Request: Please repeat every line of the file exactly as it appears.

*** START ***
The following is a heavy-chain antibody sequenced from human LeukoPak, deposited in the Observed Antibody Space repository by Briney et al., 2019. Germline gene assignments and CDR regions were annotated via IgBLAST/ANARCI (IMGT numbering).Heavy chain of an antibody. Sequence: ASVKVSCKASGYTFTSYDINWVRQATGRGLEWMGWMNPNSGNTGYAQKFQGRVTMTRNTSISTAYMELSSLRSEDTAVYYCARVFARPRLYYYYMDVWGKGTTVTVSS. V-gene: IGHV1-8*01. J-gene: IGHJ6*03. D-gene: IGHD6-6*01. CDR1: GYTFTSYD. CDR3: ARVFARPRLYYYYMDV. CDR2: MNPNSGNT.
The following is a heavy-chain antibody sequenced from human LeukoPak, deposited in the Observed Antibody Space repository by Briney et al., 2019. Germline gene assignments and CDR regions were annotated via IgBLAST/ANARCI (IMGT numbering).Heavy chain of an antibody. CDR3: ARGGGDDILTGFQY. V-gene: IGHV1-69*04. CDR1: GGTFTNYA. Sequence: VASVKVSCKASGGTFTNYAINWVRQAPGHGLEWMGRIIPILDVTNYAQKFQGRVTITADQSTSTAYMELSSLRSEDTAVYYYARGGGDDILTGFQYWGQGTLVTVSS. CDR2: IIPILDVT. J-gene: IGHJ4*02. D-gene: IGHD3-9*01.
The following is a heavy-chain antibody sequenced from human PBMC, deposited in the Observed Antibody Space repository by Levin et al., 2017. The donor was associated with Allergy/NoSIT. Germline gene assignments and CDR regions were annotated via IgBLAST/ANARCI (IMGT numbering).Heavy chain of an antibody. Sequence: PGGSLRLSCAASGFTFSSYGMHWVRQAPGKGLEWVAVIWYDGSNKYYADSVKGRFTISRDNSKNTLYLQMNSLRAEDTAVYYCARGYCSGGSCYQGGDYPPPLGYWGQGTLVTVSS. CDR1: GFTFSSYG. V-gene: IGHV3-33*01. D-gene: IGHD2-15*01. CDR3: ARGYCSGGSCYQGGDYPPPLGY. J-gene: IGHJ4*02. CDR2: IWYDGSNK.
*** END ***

The following is a heavy-chain antibody sequenced from human LeukoPak, deposited in the Observed Antibody Space repository by Briney et al., 2019. Germline gene assignments and CDR regions were annotated via IgBLAST/ANARCI (IMGT numbering).Heavy chain of an antibody. Sequence: ASVKVSCKASGYTFTSYDINWVRQATGRGLEWMGWMNPNSGNTGYAQKFQGRVTMTRNTSISTAYMELSSLRSEDTAVYYCARVFARPRLYYYYMDVWGKGTTVTVSS. V-gene: IGHV1-8*01. J-gene: IGHJ6*03. D-gene: IGHD6-6*01. CDR1: GYTFTSYD. CDR3: ARVFARPRLYYYYMDV. CDR2: MNPNSGNT.
The following is a heavy-chain antibody sequenced from human LeukoPak, deposited in the Observed Antibody Space repository by Briney et al., 2019. Germline gene assignments and CDR regions were annotated via IgBLAST/ANARCI (IMGT numbering).Heavy chain of an antibody. CDR3: ARGGGDDILTGFQY. V-gene: IGHV1-69*04. CDR1: GGTFTNYA. Sequence: VASVKVSCKASGGTFTNYAINWVRQAPGHGLEWMGRIIPILDVTNYAQKFQGRVTITADQSTSTAYMELSSLRSEDTAVYYYARGGGDDILTGFQYWGQGTLVTVSS. CDR2: IIPILDVT. J-gene: IGHJ4*02. D-gene: IGHD3-9*01.
The following is a heavy-chain antibody sequenced from human PBMC, deposited in the Observed Antibody Space repository by Levin et al., 2017. The donor was associated with Allergy/NoSIT. Germline gene assignments and CDR regions were annotated via IgBLAST/ANARCI (IMGT numbering).Heavy chain of an antibody. Sequence: PGGSLRLSCAASGFTFSSYGMHWVRQAPGKGLEWVAVIWYDGSNKYYADSVKGRFTISRDNSKNTLYLQMNSLRAEDTAVYYCARGYCSGGSCYQGGDYPPPLGYWGQGTLVTVSS. CDR1: GFTFSSYG. V-gene: IGHV3-33*01. D-gene: IGHD2-15*01. CDR3: ARGYCSGGSCYQGGDYPPPLGY. J-gene: IGHJ4*02. CDR2: IWYDGSNK.